703 N. Cedar St. -- US 131
Kalkaska, MI 49646-8485
Phone: (231) 258-9119
Fax: (231) 258-9026
Robinson's Scenic Gardens, advertises itself as the Concrete Sanctuary. Although mainly a yard decorations retailer, it welcomes well-meaning tourists too. The family owned facility sells over 2000 different garden ornaments ranging from the usual garden gnomes, birdbaths to life-size wildlife creatures and unique Biblical characters. There is in fact, a barricaded section dedicated to Biblical scenes. The place also features a free kiddie area and a picnic spot that is sprinkled with colorful, not-for-sale, fiberglass animals, of which the purple hippo and red rhino are most popular.
Palmer Park is located in the southeast of Mancelona. This village park is a top recreational destination among locals. Its landscape has several picnic and camping spots as well as a baseball field, basketball and tennis court. It also has a playground for children and a multipurpose pavilion that hosts cultural and private events. Their annual Mancelona Bass Festival features live entertainment, carnival, a grand parade and fireworks displays.
A pile of rocks shaped to resemble a pyramid, the Hugh Gray's Monument lies on the Cairn Highway in Kewadin community of Milton Township. Built in 1938, the Hugh Gray Pyramid is dedicated to Hugh J. Gray former tourism minister of Michigan who has a big hand in elevating the level of tourist activity in the state.
Located on Cass Road, near the Sara Lee Bakery outlet, is The World's Largest Cherry Pie Pan. The gigantic tin pan is a marker to commemorate the Guinness World Record that the city holds for making the world's largest cherry pie. Chasing the record set by Charlevoix, MI in 1976, the Traverse City Cherry Pie weighed a whopping 28,350 pounds (12,859 kilograms). The pie monument is displayed vertically for the world to see and celebrate Traverse City as the National Cherry Capital of United States.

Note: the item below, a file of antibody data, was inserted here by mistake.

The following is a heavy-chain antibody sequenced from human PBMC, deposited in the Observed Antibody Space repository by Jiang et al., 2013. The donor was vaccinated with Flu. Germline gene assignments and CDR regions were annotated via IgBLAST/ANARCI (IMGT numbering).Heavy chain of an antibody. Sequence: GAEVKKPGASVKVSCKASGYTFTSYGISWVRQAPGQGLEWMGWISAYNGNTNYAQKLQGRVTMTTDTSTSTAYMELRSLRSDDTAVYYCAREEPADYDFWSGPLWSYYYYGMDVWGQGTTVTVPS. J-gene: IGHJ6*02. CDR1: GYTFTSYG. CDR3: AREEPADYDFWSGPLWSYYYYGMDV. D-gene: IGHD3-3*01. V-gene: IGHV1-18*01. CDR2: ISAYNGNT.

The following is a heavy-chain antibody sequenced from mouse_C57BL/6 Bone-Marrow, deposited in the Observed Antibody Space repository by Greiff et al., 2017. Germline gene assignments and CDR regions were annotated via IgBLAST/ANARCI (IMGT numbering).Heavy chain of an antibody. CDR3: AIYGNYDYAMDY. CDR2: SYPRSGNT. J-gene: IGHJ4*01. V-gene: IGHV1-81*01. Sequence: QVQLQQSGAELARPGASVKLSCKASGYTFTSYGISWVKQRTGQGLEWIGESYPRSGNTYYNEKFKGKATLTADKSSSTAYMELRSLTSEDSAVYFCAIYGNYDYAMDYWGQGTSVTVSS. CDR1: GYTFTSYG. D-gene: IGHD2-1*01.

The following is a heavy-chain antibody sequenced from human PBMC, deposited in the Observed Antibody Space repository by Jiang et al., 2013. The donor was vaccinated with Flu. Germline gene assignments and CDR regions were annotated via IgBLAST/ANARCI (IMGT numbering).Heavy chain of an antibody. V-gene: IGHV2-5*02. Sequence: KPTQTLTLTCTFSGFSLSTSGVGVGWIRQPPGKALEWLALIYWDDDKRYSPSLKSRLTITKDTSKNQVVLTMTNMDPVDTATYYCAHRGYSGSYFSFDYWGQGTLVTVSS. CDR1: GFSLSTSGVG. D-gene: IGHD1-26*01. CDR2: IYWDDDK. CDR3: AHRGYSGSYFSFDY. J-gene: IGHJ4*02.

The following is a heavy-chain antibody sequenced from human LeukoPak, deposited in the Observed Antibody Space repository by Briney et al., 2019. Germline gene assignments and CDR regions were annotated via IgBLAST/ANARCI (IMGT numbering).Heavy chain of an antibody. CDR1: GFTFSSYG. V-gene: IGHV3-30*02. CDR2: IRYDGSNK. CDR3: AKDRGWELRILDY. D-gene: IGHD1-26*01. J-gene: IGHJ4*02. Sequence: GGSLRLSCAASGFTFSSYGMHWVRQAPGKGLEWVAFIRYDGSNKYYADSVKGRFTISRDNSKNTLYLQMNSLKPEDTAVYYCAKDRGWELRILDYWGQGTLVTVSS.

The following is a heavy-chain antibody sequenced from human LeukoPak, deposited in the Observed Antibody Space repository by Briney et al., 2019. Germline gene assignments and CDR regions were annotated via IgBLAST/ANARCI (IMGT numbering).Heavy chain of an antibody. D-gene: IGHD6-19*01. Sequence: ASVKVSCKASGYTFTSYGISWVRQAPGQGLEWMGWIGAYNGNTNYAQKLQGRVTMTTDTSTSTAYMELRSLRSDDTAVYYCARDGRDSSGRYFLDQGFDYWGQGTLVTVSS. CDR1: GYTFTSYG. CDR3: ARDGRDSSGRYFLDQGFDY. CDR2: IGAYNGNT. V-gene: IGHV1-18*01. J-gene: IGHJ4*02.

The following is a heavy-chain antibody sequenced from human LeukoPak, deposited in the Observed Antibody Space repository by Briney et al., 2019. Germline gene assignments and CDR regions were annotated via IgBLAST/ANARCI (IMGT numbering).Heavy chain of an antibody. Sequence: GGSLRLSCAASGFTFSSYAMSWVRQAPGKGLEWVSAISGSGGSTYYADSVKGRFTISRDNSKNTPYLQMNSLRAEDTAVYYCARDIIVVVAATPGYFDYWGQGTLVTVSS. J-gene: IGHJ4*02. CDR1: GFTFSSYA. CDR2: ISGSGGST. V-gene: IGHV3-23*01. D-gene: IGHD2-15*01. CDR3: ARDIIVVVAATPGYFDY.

Wellington Farm Park is a working replica of a typical Mid-American farmstead during the 1930's as the nation found itself in the grips of the Great Depression. Many farming activities are conducted daily, making use of vintage equipment, tools, and practices. The park has many unique buildings including a sawmill, blacksmith shop, grist mill, summer kitchen, farm market, and pavillion.
Built in 1870, this historic lighthouse is now a museum of local history and culture, and an interesting feature is its unique location. Situated at exactly the 45th parallel between the North Pole and the Equator, the lighthouse was an important warning system for the ships and boats about the treacherous shoals off the coast into the Grand Traverse Bay. Self guided tours of the lighthouse are available with an admission fee, though the first level entry is free of charge. The lighthouse is located in Lighthouse park and is close to several beautiful hiking and trekking trails. Accommodation in the log cabin is available. Interestingly, the lighthouse has a Keeper Program, where visitors can volunteer to live in the lighthouse and help run it for a period of time. For additional information, visit the website or email.
More than just a shopping center, The Village at Grand Traverse Commons is located in a preserved historical area, what used to be the Traverse City State Hospital. There are plenty of dining and shopping options, making for an enjoyable day out.
Located in Traverse City, which is known for its fair share of roadside attractions, is one of strangest attractions in Michigan. The grave site of Colantha the cow, is often sought by tourists and locals alike, who stop by to commemorate the life and achievement of the Champion Cow. Fondly remembered as Colantha Walker who was born and raised in the Northern Michigan Asylum, a self-sufficient mental health facility of the 1800s, she was claimed a champion in 1926. She produced a whopping 2746 gallons (10395 liters) of milk that year, while the average cow in Michigan would produce just about 469 gallons (1777 liters) of milk annually. Traverse City still remembers Colantha who has inspired the annual dairy festival in city called the Traverse Colantha Walker Dairy Festival held every at what used to be the mental asylum's grounds, which is also the final resting place of the legendary cow.
The library is near the hospital and next to AuSable Primary in Grayling. A drive-up drop box is located in front of the building.
Deadman's Hill is a gorgeous observation point in Elmira, in the Mackinaw State Forest. The place is named in memory of Stanley Graczyk was killed here on account of a huge accident of 1910. The rumor has it that Graczywk, who was on his way to attend his own wedding when the crash happened, still haunts the spot. Ghost or not, the panoramic overlook is a splendid sight and incidentally, also the starting point of a hiking trail.